Milk Myths vs. Facts
Learn more about your next dairy choiceBy Sarah Hester
Turn on the TV, flip through magazines or scroll social media — you get a lot of mixed messages about nutrition and food. You may have heard these myths about dairy foods and milk. Let’s set the record straight so you can feel good about making your next dairy-delicious choice!
Myth: Lactose intolerance means avoid all dairy.
Fact: If you or a loved one experience tummy troubles when drinking a glass of milk or eating a bowl of ice cream, this may be due to a sensitivity to lactose, a sugar found naturally in milk that may be difficult for some people to break down. Talk to your healthcare provider about your symptoms if you think you have lactose intolerance. The good news is there are plenty of dairy food options with low or no lactose, from lactose-free milk to hard cheeses like cheddar and Swiss.
Myth: Milk contains antibiotics.
Fact: Whether your milk jug clearly states it or not, no milk found in your grocery store in the United States contains antibiotics. From the farm to the processing plant, there are multiple checkpoints in place to make sure of this. In fact, it is illegal in the United States to sell any milk or dairy food that contains antibiotics, and milk is one of the most highly regulated foods at the grocery store.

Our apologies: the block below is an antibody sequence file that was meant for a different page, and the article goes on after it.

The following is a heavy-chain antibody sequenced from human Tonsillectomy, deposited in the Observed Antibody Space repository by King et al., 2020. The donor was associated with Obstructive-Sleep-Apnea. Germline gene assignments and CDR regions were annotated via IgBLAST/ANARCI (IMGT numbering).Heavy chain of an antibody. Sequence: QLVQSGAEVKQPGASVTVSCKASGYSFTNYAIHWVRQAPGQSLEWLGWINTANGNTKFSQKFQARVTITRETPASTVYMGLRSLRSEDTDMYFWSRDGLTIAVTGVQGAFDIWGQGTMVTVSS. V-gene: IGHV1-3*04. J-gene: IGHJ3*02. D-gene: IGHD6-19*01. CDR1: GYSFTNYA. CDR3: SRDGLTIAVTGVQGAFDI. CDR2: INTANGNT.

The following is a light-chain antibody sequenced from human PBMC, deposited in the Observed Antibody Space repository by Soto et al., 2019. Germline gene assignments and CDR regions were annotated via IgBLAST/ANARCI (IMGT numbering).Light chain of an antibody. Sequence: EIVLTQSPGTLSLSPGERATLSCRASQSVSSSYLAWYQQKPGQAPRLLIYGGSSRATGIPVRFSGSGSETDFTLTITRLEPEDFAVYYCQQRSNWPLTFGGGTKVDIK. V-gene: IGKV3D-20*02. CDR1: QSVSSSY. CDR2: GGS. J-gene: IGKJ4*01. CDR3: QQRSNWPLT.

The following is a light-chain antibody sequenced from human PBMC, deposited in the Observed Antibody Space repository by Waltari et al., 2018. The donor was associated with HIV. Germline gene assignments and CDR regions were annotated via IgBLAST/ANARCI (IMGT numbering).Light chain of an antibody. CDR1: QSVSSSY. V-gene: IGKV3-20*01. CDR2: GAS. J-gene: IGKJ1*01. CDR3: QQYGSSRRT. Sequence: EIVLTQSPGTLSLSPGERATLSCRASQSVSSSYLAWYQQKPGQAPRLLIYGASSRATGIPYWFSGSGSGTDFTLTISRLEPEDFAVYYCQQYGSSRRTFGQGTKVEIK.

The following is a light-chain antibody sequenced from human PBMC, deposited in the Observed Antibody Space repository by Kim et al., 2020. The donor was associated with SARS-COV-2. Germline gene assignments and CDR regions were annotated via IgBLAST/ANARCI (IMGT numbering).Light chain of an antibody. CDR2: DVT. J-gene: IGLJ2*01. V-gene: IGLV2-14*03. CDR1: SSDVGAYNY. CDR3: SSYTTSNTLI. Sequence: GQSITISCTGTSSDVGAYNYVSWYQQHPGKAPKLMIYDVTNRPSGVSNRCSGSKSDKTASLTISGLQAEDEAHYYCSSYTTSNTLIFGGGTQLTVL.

Myth: Milk is just for kids.
Fact: Milk is the leading dietary source of calcium and vitamin D for all Americans over the age of 2! Because of its affordability, versatility and delicious taste, milk helps adults achieve dietary recommendations for a wide variety of vitamins and minerals. Plus, research shows milk is one of the best beverages out there to help you stay hydrated.
About the AuthorSarah Hester is a registered dietitian and community wellness manager at The Dairy Alliance
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